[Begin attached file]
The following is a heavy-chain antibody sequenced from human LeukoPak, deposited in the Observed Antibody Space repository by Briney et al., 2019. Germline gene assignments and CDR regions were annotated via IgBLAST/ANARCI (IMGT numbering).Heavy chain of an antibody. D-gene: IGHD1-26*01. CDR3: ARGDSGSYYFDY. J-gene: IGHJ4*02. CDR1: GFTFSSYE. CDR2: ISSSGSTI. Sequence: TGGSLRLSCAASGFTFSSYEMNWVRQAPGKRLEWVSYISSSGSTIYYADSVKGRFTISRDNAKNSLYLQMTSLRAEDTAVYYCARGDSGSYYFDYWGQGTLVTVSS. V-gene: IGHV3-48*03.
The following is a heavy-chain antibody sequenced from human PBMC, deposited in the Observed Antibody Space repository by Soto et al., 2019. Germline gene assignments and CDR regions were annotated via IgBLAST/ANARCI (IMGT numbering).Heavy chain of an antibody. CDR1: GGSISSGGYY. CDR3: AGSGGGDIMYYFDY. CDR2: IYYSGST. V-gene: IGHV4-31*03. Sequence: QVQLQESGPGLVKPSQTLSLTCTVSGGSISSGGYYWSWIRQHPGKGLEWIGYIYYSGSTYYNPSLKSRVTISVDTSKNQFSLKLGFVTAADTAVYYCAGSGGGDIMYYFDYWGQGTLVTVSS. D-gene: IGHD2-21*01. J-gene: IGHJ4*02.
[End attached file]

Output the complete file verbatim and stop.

The following is a heavy-chain antibody sequenced from human LeukoPak, deposited in the Observed Antibody Space repository by Briney et al., 2019. Germline gene assignments and CDR regions were annotated via IgBLAST/ANARCI (IMGT numbering).Heavy chain of an antibody. D-gene: IGHD1-26*01. CDR3: ARGDSGSYYFDY. J-gene: IGHJ4*02. CDR1: GFTFSSYE. CDR2: ISSSGSTI. Sequence: TGGSLRLSCAASGFTFSSYEMNWVRQAPGKRLEWVSYISSSGSTIYYADSVKGRFTISRDNAKNSLYLQMTSLRAEDTAVYYCARGDSGSYYFDYWGQGTLVTVSS. V-gene: IGHV3-48*03.
The following is a heavy-chain antibody sequenced from human PBMC, deposited in the Observed Antibody Space repository by Soto et al., 2019. Germline gene assignments and CDR regions were annotated via IgBLAST/ANARCI (IMGT numbering).Heavy chain of an antibody. CDR1: GGSISSGGYY. CDR3: AGSGGGDIMYYFDY. CDR2: IYYSGST. V-gene: IGHV4-31*03. Sequence: QVQLQESGPGLVKPSQTLSLTCTVSGGSISSGGYYWSWIRQHPGKGLEWIGYIYYSGSTYYNPSLKSRVTISVDTSKNQFSLKLGFVTAADTAVYYCAGSGGGDIMYYFDYWGQGTLVTVSS. D-gene: IGHD2-21*01. J-gene: IGHJ4*02.